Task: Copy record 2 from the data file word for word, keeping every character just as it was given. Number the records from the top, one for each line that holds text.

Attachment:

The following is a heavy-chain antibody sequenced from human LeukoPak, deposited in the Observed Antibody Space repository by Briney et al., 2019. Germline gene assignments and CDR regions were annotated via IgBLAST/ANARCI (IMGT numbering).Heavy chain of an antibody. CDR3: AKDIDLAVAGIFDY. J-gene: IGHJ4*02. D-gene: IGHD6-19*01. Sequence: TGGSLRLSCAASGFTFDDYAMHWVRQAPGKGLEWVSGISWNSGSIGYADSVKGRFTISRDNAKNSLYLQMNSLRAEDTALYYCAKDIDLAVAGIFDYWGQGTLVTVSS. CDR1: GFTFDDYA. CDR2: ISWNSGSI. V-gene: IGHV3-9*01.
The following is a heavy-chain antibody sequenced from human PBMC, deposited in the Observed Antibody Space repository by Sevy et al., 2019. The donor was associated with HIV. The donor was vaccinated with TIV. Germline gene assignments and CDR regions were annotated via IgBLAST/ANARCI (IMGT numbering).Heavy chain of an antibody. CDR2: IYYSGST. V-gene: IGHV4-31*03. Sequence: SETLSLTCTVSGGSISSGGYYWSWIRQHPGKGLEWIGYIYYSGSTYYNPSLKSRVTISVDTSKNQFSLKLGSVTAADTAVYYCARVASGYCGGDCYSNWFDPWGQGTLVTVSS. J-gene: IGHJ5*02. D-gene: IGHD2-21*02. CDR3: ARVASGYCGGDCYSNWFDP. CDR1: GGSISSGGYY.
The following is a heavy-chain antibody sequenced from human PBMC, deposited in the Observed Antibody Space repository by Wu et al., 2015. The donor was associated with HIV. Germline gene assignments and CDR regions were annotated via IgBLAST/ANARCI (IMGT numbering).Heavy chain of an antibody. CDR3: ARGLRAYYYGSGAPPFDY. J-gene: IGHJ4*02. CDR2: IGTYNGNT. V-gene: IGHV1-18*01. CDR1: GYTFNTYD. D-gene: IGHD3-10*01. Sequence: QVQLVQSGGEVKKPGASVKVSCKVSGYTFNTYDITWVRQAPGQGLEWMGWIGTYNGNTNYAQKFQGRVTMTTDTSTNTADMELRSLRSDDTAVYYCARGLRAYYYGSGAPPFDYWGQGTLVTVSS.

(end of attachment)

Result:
The following is a heavy-chain antibody sequenced from human PBMC, deposited in the Observed Antibody Space repository by Sevy et al., 2019. The donor was associated with HIV. The donor was vaccinated with TIV. Germline gene assignments and CDR regions were annotated via IgBLAST/ANARCI (IMGT numbering).Heavy chain of an antibody. CDR2: IYYSGST. V-gene: IGHV4-31*03. Sequence: SETLSLTCTVSGGSISSGGYYWSWIRQHPGKGLEWIGYIYYSGSTYYNPSLKSRVTISVDTSKNQFSLKLGSVTAADTAVYYCARVASGYCGGDCYSNWFDPWGQGTLVTVSS. J-gene: IGHJ5*02. D-gene: IGHD2-21*02. CDR3: ARVASGYCGGDCYSNWFDP. CDR1: GGSISSGGYY.